nation can lead you anywhere you want to go.” Performance Locations: Sunday, January 7, 2018: Byham Theater, 2:00 p.m. & Monday, January 8, 2018: Student Groups, 10: 15 a.m. Wednesday, January 10, 2018: Greensburg Salem High School, 7:00 p.m. Thursday, January 11, 2018: Marshall Middle School, 5:30 p.m. & 7:30 p.m. Friday, January 12, 2018: Cornell High School: 7:00 p.m. Saturday, January 13, 2018: Mt. Lebanon High School, 11:00 a.m. & 2:00 p.m. Sunday, January 14, 2018: Seneca Valley Intermediate High School, 2:00 p.m. Ticket Information Individual tickets (General admission: $12 at the door; $10.50 in advance) can be ordered at these official Pittsburgh Cultural Trust ticket sources: online at, by calling 412456-6666, or in person at the Box Office at Theater Square, 655 Penn Avenue. Groups of 10+ can order tickets by calling 412-471-6930 or visit Subscriptions and Flex Ticket Packages to the Citizens Bank Children's Theater series are available by calling 412-456-1390. *Children under 2 are free but require a lap pass. The Pittsburgh Cultural Trust Children's Theater membership is awesome. For more information, visit, email: or call 412-471-3518.


Mental Health Spotlight: Coping with Imposter Syndrome Imposter syndrome, also known as imposter phenomenon; fraud syndrome or the imposter experience. Although not a mental disorder, it affects over 70% of the population. What exactly is it? It's the inability of people to internalize their achievements and successes, instead adopting a fear of being exposed as a fraud. This is even more common amongst those who are high achievers. The irony with this syndrome is regardless of external proof of success, the person still holds on to the fear that they are a faker and not worthy of the praise achieved. Why have I chosen to kick off the new year with this topic if it isn't specific to mental illness? Simple. We all tend to start off with a New Years Resolution of some sort. We certain can't proceed if there is a feeling that we are failing and will be found out that we are a fraud. Especially, when the exact opposite is true. Here's where it really impacts the mental health community. Anxiety, anger, depression and fear are common traits, no matter what the diagnosis, someone with a mental illness must deal with constantly. Structure in

our days and achievable goals are an important part of recovery, as much as therapy and medication. What to do when imposter syndrome also piles on? For us who are diagnosed, the definition of high achievement can be something as simple as taking a shower, getting out of bed in the morning or going grocery shopping. Imposter syndrome can be addressed by talking with your therapist and/or sharing in group therapy. There is however, a simpler, more personal therapy.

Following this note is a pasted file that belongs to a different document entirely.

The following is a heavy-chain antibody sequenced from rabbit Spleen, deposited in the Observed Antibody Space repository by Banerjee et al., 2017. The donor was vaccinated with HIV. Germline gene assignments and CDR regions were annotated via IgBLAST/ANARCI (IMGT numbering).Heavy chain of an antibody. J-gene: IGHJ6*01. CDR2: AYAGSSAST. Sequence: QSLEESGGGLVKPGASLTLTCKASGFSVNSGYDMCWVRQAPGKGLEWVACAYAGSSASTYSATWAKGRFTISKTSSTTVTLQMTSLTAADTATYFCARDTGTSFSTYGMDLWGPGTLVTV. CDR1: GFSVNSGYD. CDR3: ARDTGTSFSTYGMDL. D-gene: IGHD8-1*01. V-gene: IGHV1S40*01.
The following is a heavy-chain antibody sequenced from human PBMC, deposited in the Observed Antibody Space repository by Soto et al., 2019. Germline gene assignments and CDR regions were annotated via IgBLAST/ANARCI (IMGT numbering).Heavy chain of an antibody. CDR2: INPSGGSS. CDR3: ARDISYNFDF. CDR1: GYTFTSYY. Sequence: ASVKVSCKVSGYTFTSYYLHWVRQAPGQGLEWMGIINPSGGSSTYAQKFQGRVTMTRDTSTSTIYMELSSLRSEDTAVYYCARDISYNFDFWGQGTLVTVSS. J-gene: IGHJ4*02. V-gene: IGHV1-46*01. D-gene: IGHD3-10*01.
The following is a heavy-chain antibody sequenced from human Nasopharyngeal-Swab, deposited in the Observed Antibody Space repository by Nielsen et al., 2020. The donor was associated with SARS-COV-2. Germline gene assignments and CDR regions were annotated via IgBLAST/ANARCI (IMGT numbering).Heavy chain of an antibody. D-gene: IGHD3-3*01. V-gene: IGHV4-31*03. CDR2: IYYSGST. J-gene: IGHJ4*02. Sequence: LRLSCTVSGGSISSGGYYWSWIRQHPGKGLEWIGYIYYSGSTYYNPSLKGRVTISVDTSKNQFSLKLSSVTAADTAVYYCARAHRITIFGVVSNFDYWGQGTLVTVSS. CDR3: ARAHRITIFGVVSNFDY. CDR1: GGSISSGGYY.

Writing therapy is where we can journal our thoughts and objective accomplishments. This brings the achievements into the here and now providing a reality marker as opposed to dismissing them internally. The written record can also serve as a memory benchmark for later reflection, alleviating our feelings of inadequacy. I suffer from this BIG TIME and always have. It's one of the reasons I am always pushing myself to do more, many times sparking a hypomanic episode. After the post-holiday shopping rush dies down, I will be purchasing a journal to add a little writing therapy to my coping skills arsenal. I hope you will join me. NEED HELP? IN THE U.S., CALL 1800-273-8255 FOR THE NATIONAL SUICIDE PREVENTION LIFELINE. *Mental Health Spotlight is an opinion based column. Any resources mentioned are provided for informational purposes only and should not be used to replace the specialized training and professional judgment of a health care or mental health care professional.

Phipps Conservatory and Botanical Gardens helps thousands go green Phipps Conservatory and Botanical Gardens has helped 2,000 households convert from traditional electricity to fossil-free renewable energy through its Make the Switch at Phipps! Green Power Drive in partnership with Green Mountain Energy. Powering the average Pennsylvania home emits approximately the same amount of carbon dioxide as burning 16 barrels of oil would emit. At the end of a year, Phipps estimates these guests will have prevented 16,000 tons of carbon dioxide emissions - equivalent to saving 33,605 barrels of oil from being burned! Phipps initiated the Make the Switch at Phipps! Green Power Drive to show guests that making a measurable difference is easy. Guests who switch their home electricity source to renewable, fossil-free energy during their visit to the Conservatory receive a free, yearlong family/household membership, and

existing members receive a free sixmonth extension. Phipps is dedicated to showing that sustainable practices are good for people and good for the planet, making the world a more beautiful place. Demonstrating this commitment, since 2005, all of the electricity used at Phipps is renewable, some of which is produced on site. Since 2010, all of the carbon dioxide emitted in order to heat Phipps buildings has been offset. All lights used in the Winter Flower Show and Light Garden are energy-efficient LEDs. And from 2005 to 2016, Phipps reduced carbon emissions from heating, cooling and powering its buildings by 56% per square foot. In a visitor survey, Phipps learned that nearly nine out of ten Phipps guests consider climate change a threat and are seeking easy-to-understand information to take action. Phipps understands that